So if you want to compute what the loss would be annually– take how often your annualized rate of occurrence might be, take what a single loss might be, and just multiply those together. So if you have seven laptops stolen in a year, that your ARO. And the single loss expectancy of a single laptop’s $1,000, then over an entire year we can expect there will be $7,000 of risk calculated based on what we know so far.

And if there’s an uptick then we’re going to lose more, if we have less of those occur then we’ll lose less. But this is how we’re calculating risk for the year. We can start budgeting for this, we can start planning for this. Maybe we want to now get insurance based on these laptops because now we’re spending a lot of money.

When people lose laptops, we need to have some type of mitigation in place that’s not going to cost us $7,000 out of pocket every time. And it might also help you– get additional software or hardware the might help you track some of these laptops if they happen to be stolen or lost, and maybe you could recover some of them. And knowing that risk calculation number now allows you to do the business case.

Well, if it costs us $10,000 to get software to track laptops, well, that doesn’t make sense– we’re only losing $7,000 in a year. So, we can probably deal with that amount of risk, and if we happen to get more stolen in the year, we can revisit it then. Very valuable numbers to have. And if somebody shows up and says, we’re thinking that this might be an issue, you may have to calculate some risk associated with that. Get that into your budget, into your business planning process, and certainly into the policies that you’ll be setting.

There’s another important consideration when calculating risk, and that’s the risk value isn’t just dollars. Whenever you’re dealing with any type of risk– there’s loss of information, somebody loses a laptop– there might be information on that laptop that could harm the company, should it get into somebody else’s hands. And that is something you really can’t calculate with dollars.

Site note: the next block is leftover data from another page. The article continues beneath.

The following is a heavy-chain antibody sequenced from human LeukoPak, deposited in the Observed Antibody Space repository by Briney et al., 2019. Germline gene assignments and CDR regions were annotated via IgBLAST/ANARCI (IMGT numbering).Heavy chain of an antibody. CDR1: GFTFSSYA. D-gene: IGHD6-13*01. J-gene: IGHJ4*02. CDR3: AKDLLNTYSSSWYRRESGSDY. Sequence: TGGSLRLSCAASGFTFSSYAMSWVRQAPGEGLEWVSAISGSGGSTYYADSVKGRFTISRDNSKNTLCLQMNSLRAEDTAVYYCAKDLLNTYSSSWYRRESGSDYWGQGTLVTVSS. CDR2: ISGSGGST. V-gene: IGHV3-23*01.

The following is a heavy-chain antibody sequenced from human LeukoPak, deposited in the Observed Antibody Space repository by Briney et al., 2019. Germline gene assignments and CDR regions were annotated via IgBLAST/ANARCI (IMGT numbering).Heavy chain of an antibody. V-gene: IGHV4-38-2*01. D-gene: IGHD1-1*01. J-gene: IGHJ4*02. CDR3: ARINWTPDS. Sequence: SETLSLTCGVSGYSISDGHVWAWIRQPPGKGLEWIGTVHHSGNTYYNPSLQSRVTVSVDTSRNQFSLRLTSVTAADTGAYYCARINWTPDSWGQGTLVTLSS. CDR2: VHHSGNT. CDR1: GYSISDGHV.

There’s a quantitative value that you have with your dollars, but also a qualitative value you have to consider with risk. If there is a very risky amount of information that’s on a laptop, maybe that’s your justification for using encryption software, full disk encryption software, on that laptop. So even if that laptop is stolen, the worst case is that we’re only losing $1,000. And even if the quality of data on that laptop was such that would cause us more risk, we’re protected against that. And that may be your business justification for that. That becomes a little bit more of a challenge– you have to sit down with people and discuss how the quality of that risk changes if that particular data, or information, or event occurs– but always something to consider, especially when you’re calculating risk.

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Category: CompTIA Security+ SY0-401